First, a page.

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9 March, 2018 - 13:27 By Kate Sweeney

Historic Cambridge biology lab spreads its wings

A revolutionary new community biology lab designed to inspire ahead-of-the curve research launched in Cambridge has put out the welcome mat to all-comers.

The historic Biomakespace Cambridge laboratory has been lauded by serial entrepreneurs and senior academics alike and is open to anyone keen to work at the interface of biology and engineering.

Based on the Cambridge Biomedical Campus, the laboratory is accepting new membership applications straight away.

The Biomakespace community is focused on curiosity-driven research, as well as offering training workshops, hackathons, talks, socials and public engagement activities.

It is part of a global movement in community biotechnology and is particularly focused on synthetic biology, which has a range of commercial applications and is using the cutting edge of modern genetic engineering techniques.

A dedicated team of volunteers have been working since September 2016 to transform unused rooms in the historic Laboratory of Molecular Biology building into a fully equipped molecular biology lab and bio-prototyping space. The space already boasts an impressive array of equipment including a scanning confocal microscope and 3D printing facilities.

Collaboration is at the heart of Biomakespace, with a focus on team projects, skill-sharing and building a supportive community. Jenny Molloy, a co-founder and director explained that this is why Biomakespace keeps their membership low cost: “We want to build an inclusive community that is accessible to people who are interested in biology but wouldn’t typically have access to research facilities.”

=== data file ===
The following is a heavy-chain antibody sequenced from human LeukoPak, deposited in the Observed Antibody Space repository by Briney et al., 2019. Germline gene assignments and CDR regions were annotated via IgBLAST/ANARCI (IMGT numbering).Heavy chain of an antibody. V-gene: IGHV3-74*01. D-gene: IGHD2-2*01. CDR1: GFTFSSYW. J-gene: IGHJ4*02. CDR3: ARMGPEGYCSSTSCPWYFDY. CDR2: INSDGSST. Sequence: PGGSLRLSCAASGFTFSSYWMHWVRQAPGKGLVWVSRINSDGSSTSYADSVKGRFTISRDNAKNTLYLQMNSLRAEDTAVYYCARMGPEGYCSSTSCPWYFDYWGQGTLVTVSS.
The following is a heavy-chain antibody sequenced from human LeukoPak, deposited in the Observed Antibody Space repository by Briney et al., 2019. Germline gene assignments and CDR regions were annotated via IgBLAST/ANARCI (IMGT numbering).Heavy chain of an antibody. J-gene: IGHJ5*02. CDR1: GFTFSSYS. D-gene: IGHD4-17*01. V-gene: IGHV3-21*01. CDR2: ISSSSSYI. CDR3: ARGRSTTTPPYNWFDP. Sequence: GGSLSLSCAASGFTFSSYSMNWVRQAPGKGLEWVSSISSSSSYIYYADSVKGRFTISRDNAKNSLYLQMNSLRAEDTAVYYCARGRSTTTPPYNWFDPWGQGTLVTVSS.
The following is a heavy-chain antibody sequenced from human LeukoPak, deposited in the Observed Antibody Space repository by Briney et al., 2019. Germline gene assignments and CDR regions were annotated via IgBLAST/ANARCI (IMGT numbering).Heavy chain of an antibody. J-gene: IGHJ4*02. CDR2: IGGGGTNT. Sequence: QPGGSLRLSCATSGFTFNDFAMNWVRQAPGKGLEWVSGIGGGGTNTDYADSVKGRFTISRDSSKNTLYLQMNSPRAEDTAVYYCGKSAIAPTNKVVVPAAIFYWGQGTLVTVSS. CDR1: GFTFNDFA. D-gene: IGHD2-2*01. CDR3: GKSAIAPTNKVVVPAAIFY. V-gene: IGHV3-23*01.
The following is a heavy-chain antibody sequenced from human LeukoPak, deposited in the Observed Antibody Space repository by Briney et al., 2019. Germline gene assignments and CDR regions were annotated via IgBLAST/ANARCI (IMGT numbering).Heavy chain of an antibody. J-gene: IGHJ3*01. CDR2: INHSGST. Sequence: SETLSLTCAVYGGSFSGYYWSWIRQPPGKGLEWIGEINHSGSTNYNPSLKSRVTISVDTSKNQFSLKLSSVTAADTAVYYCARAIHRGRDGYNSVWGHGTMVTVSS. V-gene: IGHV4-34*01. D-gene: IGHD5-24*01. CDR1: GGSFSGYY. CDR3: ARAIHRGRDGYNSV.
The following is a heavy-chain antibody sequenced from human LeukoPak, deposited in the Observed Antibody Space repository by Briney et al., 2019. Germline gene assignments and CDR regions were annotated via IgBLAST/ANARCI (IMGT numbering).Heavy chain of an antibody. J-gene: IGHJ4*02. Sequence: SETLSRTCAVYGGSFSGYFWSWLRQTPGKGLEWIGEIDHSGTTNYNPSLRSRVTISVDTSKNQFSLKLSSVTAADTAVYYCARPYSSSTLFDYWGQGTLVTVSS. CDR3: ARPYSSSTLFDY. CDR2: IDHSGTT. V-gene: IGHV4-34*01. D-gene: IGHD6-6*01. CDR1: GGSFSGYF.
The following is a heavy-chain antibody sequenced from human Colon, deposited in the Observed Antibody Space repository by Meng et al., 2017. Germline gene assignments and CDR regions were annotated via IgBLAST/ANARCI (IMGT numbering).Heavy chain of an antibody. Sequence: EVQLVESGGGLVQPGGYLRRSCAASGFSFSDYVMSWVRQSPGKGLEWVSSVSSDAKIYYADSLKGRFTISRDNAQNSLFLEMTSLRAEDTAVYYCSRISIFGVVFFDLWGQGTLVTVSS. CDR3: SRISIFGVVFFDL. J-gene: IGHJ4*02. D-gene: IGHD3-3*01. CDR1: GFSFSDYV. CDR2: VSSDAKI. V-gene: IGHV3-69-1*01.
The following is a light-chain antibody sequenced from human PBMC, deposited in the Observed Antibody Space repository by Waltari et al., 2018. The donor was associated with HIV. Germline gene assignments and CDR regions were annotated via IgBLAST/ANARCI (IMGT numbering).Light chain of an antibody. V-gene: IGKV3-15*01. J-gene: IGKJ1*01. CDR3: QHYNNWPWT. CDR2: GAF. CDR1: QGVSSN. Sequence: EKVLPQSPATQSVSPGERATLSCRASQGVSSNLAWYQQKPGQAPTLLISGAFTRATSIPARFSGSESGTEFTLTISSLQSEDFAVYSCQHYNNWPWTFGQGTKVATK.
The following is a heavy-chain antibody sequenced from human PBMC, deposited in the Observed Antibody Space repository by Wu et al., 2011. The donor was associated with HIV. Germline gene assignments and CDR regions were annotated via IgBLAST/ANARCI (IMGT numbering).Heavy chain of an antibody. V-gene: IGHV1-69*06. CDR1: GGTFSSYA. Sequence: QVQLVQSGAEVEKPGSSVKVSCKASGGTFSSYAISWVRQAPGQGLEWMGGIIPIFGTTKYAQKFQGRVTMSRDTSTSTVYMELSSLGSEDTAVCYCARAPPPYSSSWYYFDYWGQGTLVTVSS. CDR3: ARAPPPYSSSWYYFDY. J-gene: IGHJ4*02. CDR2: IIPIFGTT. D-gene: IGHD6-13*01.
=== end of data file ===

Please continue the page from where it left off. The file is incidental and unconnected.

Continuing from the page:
The space has already proved popular with students, professional scientists and local companies, and several scientific projects are planned. More than 10 members of the Cambridge University Synthetic Biology Student Society (CUSBS) are running a student-led project creating 'bacterial photography'.

In another project, biologists,electronic and software engineers are collaborating on a ‘Plug ‘n’ Play’ introduction to engineering logic circuits using DNA.

Any Biomakespace member is welcome to submit a research project for consideration, which is transparently assessed by an experienced biosafety committee using the highest safety and ethical standards.

Another crucial part of Biomakespace’s mission is to increase lifelong learning opportunities in biology and engineering, where non-experts can participate in hands-on activities to expand their skills, alongside trained scientists.

Abigail Wood, a director at Biomakespace, said: “It’s a fantastic opportunity to demystify complex scientific subjects and bring public understanding up to date with the achievements of 21st century biology.” The team are currently recruiting for a new public engagement coordinator to increase the range of activities offered.

Broad support for the launch of this new space has come, with generous in-kind backing and recognition from the University of Cambridge and the local innovation community.

The lab was visited by Cambridge entrepreneur and venture capitalist Hermann Hauser, who said: “I applaud Biomakespace’s vision to build a diverse community of people who seek to learn and collaborate at the interface of biology and engineering.

“Bringing together people with complementary expertise, providing lifelong learning opportunities, and access to affordable lab space is a winning combination to advance the next generation of biotechnology.”

Professor Andy Neely, pro-vice-chancellor for Enterprise and Business Relations at the University of Cambridge recently highlighted that Cambridge is continuously strengthening its world-leading entrepreneurial ecosystem by filling perceived gaps and needs from its stakeholders.

According to Andy Neely: “Biomakespace is doing just that. We welcome this community initiative which will provide pre-venture entrepreneurs and early-stage ventures with much needed prototyping space. I look forward to watching Biomakespace develop their contribution to the Cambridge entrepreneurial ecosystem.”

Financial support has been provided by donations from founder members, and local companies including Arm, eLife and Elpis Biomed Donations; the team are now fundraising to add more equipment to their prototyping workshop and to support future projects in the space.

For more details on initiatives, membership and job opportunities visit

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